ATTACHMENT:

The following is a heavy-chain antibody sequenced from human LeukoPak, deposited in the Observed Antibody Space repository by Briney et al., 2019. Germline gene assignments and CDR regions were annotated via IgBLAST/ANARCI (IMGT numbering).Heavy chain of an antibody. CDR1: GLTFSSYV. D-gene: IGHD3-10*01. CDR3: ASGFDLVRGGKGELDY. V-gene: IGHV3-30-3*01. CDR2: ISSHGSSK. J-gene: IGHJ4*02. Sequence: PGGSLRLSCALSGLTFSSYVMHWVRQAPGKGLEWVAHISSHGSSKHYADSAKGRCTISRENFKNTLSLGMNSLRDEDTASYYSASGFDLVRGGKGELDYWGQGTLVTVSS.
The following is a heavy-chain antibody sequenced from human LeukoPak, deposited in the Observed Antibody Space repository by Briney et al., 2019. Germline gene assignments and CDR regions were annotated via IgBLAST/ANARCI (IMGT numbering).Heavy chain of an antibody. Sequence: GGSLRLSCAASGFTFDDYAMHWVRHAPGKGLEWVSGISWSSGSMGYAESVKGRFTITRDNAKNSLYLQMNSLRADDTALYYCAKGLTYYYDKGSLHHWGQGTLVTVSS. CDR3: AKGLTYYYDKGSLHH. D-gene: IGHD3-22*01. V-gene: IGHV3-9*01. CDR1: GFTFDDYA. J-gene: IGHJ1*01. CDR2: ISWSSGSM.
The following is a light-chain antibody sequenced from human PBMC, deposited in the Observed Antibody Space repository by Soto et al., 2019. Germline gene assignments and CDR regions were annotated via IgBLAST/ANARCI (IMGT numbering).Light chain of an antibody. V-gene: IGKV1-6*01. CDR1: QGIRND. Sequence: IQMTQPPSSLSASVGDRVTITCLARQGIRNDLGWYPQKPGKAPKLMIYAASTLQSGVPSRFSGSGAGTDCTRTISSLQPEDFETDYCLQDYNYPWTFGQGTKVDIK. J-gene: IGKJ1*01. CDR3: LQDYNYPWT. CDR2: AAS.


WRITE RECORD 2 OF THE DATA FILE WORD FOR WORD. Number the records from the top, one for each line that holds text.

The following is a heavy-chain antibody sequenced from human LeukoPak, deposited in the Observed Antibody Space repository by Briney et al., 2019. Germline gene assignments and CDR regions were annotated via IgBLAST/ANARCI (IMGT numbering).Heavy chain of an antibody. Sequence: GGSLRLSCAASGFTFDDYAMHWVRHAPGKGLEWVSGISWSSGSMGYAESVKGRFTITRDNAKNSLYLQMNSLRADDTALYYCAKGLTYYYDKGSLHHWGQGTLVTVSS. CDR3: AKGLTYYYDKGSLHH. D-gene: IGHD3-22*01. V-gene: IGHV3-9*01. CDR1: GFTFDDYA. J-gene: IGHJ1*01. CDR2: ISWSSGSM.